"Just because you can doesn't mean you
I have a certain amount of frustration with the media and even our Republican supporters blaming all Republican House members for some of the ridiculous bills that have shown up in the legislature, mostly in the House of Representatives.
It should not be surprising to my readers that I am as frustrated as you are with the tenor and quality of some of these efforts. We said that we would focus on state spending and the creation of jobs during this biennium and yet we see some bills on a number of far-flung subjects that are obvious distractions.
I hear from some constituents that these bills are unnecessary and they should be stopped so that the legislature does not waste time with them. Unfortunately, that is not possible with the system that has been set up by the General Court, the name we give to our legislature.
I went through this explanation a year or so ago but I would like to review it once again. First of all, most House members do not know about these bills prior to other members filing them. The member who has a bill drafted is not required to get permission to file any bill he or she wants. The member just goes into the Office of Legislative Services and collaborates with an attorney drafter to get assistance in proper drafting. The drafter is not allowed to tell the member that the bill is stupid or inappropriate. The drafter is hired to assist the member by drafting what the member wants.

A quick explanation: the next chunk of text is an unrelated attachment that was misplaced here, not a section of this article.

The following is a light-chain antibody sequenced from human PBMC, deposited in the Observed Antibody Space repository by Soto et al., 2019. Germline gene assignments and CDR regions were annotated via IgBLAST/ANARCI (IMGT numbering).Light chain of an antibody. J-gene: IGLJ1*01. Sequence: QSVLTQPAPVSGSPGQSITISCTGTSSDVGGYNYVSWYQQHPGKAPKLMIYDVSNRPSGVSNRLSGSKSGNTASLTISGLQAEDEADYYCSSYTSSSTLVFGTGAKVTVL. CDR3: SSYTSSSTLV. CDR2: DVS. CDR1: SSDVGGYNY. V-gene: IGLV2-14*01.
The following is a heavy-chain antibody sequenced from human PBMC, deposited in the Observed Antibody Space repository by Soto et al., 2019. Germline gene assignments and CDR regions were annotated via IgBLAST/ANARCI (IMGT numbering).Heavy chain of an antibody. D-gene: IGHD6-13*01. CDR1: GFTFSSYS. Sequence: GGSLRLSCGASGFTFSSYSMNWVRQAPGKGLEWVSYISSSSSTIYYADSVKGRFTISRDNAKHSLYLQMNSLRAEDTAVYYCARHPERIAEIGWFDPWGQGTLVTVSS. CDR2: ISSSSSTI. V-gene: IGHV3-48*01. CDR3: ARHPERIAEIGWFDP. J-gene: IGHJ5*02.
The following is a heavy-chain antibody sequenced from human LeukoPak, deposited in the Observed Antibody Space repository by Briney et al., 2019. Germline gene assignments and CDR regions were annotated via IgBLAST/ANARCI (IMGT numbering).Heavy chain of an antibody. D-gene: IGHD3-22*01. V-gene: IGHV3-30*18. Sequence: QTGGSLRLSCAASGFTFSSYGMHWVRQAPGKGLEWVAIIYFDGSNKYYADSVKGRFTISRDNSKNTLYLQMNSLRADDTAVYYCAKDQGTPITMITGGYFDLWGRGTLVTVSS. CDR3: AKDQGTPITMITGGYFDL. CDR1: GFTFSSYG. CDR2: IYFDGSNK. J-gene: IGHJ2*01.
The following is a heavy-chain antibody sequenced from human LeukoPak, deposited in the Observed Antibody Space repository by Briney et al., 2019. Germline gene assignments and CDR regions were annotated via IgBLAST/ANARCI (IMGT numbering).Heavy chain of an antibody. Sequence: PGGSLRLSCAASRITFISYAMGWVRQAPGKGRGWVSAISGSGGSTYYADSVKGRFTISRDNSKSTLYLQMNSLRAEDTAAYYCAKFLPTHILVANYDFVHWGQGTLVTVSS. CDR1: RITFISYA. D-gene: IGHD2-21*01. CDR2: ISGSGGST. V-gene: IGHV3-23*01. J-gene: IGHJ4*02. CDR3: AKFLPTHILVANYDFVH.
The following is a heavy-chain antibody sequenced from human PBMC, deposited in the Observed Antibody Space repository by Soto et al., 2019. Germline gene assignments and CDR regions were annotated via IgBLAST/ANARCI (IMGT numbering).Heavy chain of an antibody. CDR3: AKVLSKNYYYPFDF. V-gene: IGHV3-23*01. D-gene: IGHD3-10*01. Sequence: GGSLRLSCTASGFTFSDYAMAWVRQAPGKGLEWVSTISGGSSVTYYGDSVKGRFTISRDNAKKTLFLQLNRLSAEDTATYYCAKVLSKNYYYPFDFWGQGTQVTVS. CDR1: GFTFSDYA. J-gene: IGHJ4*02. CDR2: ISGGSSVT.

After drafting, the content of the bill is not public until it is signed by the sponsoring member. It immediately gets an LSR (Legislative Service Request) number and is sent to the Clerk’s office for processing. The Clerk presents the bill to the Speaker who assigns a bill number and decides to which committee the bill will be sent. The House members do not see that numbered bill until it is introduced on the House floor, generally at our first session of the year.
From that point on, all bills go on autopilot. Each bill must go to a committee, the committee must hold at least one public hearing on the bill, and the committee must send it to the floor with a recommendation. In most other states, a bill can be killed in committee. That is not true in New Hampshire. The committee can only recommend action to the full membership.
Most of these "wacko" bills are recommended Inexpedient to Legislate – ITL (Kill) and the full House usually kills the bill. Virtually all of the bills I have considered unworthy of our consideration have been recommended ITL and voted as such on the floor.
It seems a waste but in our very democratic legislative system, all members have the right to file any bill they want as they represent their constituents. It is our job to weed them out and refuse to pass those that go "over the top".
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Contact: ken.s+sunacom.com (replace "+" with "@")